The healthcare industry offers the EB-5 investor certain safeguards that are not found in any other industry. For instance, healthcare tends to be recession proof because people need the services of a healthcare provider no matter what market conditions are like. Additionally, it is not dependent on imports, exports or regional economies. It does not rely on any of the four seasons, and it is immune from labor unions while relying on an abundance of skilled and unskilled caregivers nationwide.
What is even more profound here than in any other industry is the payer source. For the most part, healthcare providers are paid by the good faith and credit of the United States government through its participation in nationwide Medicare and Medicaid programs. Notwithstanding government payouts, insurance companies are responsible for a nearly equivalent amount of revenues for the healthcare company accepting patients from employers and individual healthcare insurance policies. Losses due for non-payment of bills are negligible.
The barrier of entry for healthcare companies is well regulated by state and federal agencies that require strict supervision through licensing and reporting schedules. Because of this, healthcare is definitely not for the passive investor and should only appeal to a hands on proprietor-to-be. It will require training provided by a seller and discipline from the new owner to succeed. There are no other options for attainment. Fortunately, this level of stringency can serve as a defense against future failures, since controls are mandatorily implemented and followed.
Healthcare companies work on regulated reimbursement rates published by the government and insurance companies. They function much like a commodity and cannot be discounted or over priced by a healthcare provider. Typically gross profits margins are in the thirty percent (30%) to Forty percent (40%) range, with very few exceptions. This would allow a new owner to earn an average of fifteen percent (15%) to twenty percent (20%) net profit margins, depending on the efficiency of the operator. Of course, the greatest outcome besides making a good living and earning a safe return on an investment is knowing you are being a good Samaritan who provides services that help mankind!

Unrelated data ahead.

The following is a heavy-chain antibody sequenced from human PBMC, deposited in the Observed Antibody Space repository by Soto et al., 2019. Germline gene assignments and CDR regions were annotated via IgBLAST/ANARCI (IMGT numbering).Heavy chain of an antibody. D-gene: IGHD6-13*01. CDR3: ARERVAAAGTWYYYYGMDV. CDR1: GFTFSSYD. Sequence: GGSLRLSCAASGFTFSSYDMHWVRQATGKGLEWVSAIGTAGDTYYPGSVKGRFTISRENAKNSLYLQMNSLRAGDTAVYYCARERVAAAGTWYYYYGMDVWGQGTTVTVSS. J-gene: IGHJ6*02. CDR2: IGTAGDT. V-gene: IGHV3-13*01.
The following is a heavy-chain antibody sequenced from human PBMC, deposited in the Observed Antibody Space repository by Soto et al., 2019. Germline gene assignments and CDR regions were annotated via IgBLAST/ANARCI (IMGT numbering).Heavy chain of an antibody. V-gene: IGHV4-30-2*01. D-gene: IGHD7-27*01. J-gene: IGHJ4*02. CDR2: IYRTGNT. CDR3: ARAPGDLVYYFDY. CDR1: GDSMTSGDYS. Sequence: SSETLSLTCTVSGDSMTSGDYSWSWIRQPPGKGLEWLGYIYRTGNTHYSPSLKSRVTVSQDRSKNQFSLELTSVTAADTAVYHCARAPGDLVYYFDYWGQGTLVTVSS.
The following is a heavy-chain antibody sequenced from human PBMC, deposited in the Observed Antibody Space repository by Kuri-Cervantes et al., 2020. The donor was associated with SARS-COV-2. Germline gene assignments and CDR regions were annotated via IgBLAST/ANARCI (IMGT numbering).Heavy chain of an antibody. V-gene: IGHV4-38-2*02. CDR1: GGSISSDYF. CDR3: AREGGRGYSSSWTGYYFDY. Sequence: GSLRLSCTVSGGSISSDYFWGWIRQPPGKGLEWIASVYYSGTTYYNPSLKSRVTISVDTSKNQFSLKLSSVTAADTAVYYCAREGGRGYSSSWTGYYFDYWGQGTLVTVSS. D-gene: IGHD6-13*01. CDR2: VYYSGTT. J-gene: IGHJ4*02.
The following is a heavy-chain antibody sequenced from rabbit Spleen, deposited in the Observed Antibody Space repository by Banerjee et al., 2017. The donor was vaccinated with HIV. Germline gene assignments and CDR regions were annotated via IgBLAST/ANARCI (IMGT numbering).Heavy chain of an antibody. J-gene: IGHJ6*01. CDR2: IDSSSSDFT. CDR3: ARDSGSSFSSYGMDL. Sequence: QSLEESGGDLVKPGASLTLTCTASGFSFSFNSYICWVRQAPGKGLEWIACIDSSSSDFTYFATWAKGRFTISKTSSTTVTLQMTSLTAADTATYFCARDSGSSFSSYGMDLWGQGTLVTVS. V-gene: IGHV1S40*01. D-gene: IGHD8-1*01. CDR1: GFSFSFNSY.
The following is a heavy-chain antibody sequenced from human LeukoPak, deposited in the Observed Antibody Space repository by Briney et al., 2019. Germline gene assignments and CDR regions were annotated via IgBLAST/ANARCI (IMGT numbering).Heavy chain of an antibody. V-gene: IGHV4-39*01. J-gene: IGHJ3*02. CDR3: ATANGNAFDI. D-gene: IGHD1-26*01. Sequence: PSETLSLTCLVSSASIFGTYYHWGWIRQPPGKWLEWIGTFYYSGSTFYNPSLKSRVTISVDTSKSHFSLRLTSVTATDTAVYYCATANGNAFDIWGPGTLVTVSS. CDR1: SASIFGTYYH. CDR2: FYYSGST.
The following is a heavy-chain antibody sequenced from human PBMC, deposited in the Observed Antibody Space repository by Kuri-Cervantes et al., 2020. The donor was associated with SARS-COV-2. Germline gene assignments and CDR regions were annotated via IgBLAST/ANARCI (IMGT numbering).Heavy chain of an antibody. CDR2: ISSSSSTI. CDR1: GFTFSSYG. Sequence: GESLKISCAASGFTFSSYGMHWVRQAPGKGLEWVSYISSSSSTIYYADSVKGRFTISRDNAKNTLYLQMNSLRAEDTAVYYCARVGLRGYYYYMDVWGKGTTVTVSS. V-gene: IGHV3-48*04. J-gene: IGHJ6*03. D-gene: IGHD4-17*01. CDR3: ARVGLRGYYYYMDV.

Unlike other industries that are controlled by a few frontrunners, healthcare has hundreds of thousands of members doing anywhere from $500,000 a year to a $200,000,000 a year in revenues. There seems to be a preponderance of companies in the $2 Million revenue range that are doing business successfully and turning a profit. Below the $2 Million mark, it can be harder to achieve a high level of profitability since certain fixed costs remain constant regardless of revenue.
Companies are typically valued according to the Capitalization of Earnings method. Most commonly, a multiplier of adjusted pre-tax earnings known as EBITDA (Earnings Before Interest, Taxes, Depreciation and Amortization) is used. Healthcare provider companies can sell from a multiplier as low as 3X EBITDA to a high of 6X EBITDA, excluding real estate. Prices are determined by trends, location, profitability and efficiency.
If you’d like to discuss your options as an EB-5 investor, please give us a call at 310-437-4422.